Question 5- Health Distribution
Health distribution is majorly determined by various individual, societal, and national factors. Over time, sociologists have documented health distribution inequalities by social class, gender, as well as ethnicity (Mirowsky, 2017). Health inequalities have been estimated using various health outcomes of mortality rates, disability, infant deaths, morbidity, and life expectancy. The social class aspect is of significance because it assesses how the level of income, wealth and education status determines the quality of healthcare services one is provided with. Rich people are more likely to afford health care services of high quality and maintain a lifestyle that does not expose them to threatening situations, as opposed to the poor who might exhibit problems trying to meet medical expenses and a quality lifestyle. With regards to gender, women within the industrialized states live much longer than men, even though they exhibit more ill health.
While men are a higher risk of mortality from single death causes like lung cancer and Ischemic heart issues, more women are victims of somatic complaints like muscular pains, tiredness, pains and headaches. Men are more likely to suffer organizational hazards because they are more involved in life-threatening occupations, such as ones involving machinery and exposure to toxic chemicals. Ethnicity and culture equally play a role in health inequalities. For instance, people born within Asia suffer a higher mortality rates from stroke and coronary heart disease, white the non-white occupants have a reduced mortality rate lung cancer and respiratory issues although a higher rate of mortality to diabetic conditions (Mirowsky, 2017). Ethnic backgrounds define the type of foods people consume, and lifestyle activities that may render some more susceptible to adverse health conditions than others.
Question 6- Morbidity and Mortality
Morbidity refers to the condition of being unhealthy, ill, or diseased. It can entail acute illness (characterized by periodic onset and improvement within a very short time period) and chronic illness (which presents and slowly progresses over a long period of time). A broken arm, flu, or heart attacks are examples of acute illnesses, while the chronic infections include chronic obstructive pulmonary disorder, cancer, and diabetes (Case $ Deaton, 2015). Mortality refers to the condition of being dead. Mortality is often used with regards to the number of deaths exhibited within a population over time. The morbidity and mortality information is derived from the Centers for Disease Control and Prevention’s (CDC’s).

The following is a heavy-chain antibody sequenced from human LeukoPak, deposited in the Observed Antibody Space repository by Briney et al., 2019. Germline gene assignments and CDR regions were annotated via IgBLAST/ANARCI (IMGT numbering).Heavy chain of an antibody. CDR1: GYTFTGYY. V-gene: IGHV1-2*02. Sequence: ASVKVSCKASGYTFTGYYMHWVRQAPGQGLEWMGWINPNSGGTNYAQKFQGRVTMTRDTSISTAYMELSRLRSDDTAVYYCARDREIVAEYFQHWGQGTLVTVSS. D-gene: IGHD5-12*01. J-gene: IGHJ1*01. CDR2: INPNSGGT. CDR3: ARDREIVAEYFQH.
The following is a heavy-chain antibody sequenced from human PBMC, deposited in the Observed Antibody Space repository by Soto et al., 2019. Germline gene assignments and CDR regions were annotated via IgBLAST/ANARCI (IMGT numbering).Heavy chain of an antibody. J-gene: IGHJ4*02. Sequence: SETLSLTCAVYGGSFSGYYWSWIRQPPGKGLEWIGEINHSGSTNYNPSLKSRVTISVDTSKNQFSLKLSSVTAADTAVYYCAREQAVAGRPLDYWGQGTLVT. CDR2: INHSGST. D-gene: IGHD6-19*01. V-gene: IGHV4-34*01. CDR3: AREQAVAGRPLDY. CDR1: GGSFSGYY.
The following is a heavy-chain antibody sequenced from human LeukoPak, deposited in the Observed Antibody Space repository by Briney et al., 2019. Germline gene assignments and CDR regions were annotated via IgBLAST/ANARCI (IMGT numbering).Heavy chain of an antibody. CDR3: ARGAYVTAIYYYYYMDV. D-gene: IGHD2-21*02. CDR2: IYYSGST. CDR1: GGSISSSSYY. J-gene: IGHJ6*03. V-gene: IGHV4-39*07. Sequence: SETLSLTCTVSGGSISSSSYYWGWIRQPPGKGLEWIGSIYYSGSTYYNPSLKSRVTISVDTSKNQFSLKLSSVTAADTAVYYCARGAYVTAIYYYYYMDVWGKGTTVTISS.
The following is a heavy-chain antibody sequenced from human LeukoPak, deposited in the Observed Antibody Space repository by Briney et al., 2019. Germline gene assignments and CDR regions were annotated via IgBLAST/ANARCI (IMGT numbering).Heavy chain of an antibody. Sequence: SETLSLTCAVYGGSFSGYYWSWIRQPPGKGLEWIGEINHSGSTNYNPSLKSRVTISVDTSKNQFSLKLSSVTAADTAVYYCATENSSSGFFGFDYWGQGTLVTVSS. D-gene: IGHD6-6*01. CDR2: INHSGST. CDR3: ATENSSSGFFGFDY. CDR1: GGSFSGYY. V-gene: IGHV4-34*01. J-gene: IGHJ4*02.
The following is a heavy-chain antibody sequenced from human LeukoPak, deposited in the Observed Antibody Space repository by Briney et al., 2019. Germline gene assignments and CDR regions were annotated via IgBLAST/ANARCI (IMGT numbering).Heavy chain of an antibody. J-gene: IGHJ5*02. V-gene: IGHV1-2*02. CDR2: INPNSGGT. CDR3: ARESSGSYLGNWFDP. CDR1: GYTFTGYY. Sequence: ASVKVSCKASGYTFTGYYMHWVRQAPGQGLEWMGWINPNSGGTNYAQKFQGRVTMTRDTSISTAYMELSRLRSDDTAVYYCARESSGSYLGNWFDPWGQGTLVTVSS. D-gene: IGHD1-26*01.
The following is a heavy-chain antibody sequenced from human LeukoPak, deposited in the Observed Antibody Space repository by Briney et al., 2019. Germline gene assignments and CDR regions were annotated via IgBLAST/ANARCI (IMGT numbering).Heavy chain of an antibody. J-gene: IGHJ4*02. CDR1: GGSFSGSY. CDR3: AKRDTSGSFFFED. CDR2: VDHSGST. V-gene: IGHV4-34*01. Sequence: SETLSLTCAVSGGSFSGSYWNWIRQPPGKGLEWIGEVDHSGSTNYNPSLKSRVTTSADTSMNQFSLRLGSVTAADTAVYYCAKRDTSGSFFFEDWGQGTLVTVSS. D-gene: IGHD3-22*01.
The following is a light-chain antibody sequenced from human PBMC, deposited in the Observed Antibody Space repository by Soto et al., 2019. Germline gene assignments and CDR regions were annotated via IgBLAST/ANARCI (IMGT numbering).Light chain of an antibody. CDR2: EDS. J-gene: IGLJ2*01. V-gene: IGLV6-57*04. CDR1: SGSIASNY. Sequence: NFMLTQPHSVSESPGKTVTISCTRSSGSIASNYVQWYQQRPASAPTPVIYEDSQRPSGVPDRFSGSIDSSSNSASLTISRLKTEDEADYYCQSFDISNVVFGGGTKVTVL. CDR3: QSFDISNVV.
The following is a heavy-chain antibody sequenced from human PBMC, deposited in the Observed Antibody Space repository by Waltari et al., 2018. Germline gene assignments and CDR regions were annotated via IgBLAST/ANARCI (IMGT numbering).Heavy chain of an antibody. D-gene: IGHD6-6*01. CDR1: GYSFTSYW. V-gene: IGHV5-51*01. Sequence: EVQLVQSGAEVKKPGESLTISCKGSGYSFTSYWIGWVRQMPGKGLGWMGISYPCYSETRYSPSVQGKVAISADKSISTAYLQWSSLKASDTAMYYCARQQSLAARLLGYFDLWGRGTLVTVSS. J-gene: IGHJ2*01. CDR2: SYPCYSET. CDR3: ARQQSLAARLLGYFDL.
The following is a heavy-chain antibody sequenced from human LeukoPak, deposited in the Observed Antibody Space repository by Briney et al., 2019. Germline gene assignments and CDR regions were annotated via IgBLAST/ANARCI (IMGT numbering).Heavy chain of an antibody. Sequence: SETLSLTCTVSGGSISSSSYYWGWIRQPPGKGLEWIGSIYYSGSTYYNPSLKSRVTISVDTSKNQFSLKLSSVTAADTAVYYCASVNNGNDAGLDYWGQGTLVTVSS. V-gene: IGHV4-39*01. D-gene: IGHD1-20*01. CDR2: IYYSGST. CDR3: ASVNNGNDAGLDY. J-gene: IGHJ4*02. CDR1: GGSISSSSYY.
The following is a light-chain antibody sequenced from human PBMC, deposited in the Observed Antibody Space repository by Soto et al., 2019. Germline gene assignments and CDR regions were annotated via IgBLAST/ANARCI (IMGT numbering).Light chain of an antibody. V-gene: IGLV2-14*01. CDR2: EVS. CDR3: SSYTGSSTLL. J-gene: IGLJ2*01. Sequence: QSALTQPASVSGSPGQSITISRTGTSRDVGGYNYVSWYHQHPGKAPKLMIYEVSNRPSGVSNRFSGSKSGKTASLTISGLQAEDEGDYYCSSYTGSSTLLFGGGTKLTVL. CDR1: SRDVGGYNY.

Question 7- Graph Analysis
The graph is a representation of the relationship between mortality rates and social class for both men and women. The rate of mortality tends to decrease depending on the quality of social class. Routine and manual backgrounds have higher mortality rates, followed by intermediate backgrounds, and then the managerial or professional background. Across the graph, men have higher mortality rates than women, regardless of the occupation. Mortality rates therefore differ between social classes depending on various dimensions of social position. Therefore, low social classes are exposed to a higher death risks than high class people because the low class groups are exposed to poor lifestyles, limited access to education, life-threatening jobs, and lack of quality medical services and care.
Question 8- Health and Social Class
Explaining the relationship between health and social class is problematic. Over time, social class as a term has been oversimplified and may encompass employment, status, background, wealth, and culture. The existing relationship between ill health and social class is therefore not simple because other than social class, there are several other influences on health (Case $ Deaton, 2015). Therefore, the issue requires a multi-level analysis that incorporates assessment of health inequalities using several other factors. Sometimes, health inequalities still exist between households living with the same place, which makes anyone question the effect of social class in such a scenario.
In conclusion, social stratification is a type of social differentiation whereby various individuals in a community are grouped into various socioeconomic strata, which largely based on derived power, occupation, social status, income and wealth. Various sociological theories have been attributed to the concept of social class and stratification, and how they trickle down on the quality of human health.

Case, A., & Deaton, A. (2015). Rising morbidity and mortality in midlife among white non-Hispanic Americans in the 21st century. Proceedings of the National Academy of Sciences, 112(49), 15078-15083.
Grusky, D. B. (2018). Social stratification: Class, race, and gender in sociological perspective. Routledge.
Grusky, D. B. (2018). Marxian Theories of Class: 14• Karl Marx Alienation and Social Classes. In Social Stratification(pp. 149-164). Routledge.
Marginson, S. (2016). The worldwide trend to high participation higher education: Dynamics of social stratification in inclusive systems. Higher Education, 72(4), 413-434.
Mirowsky, J. (2017). Education, social status, and health. Routledge.
Veliz, P. (2017). Functional Theory of Stratification. The Wiley‐Blackwell Encyclopedia of Social Theory, 1-3.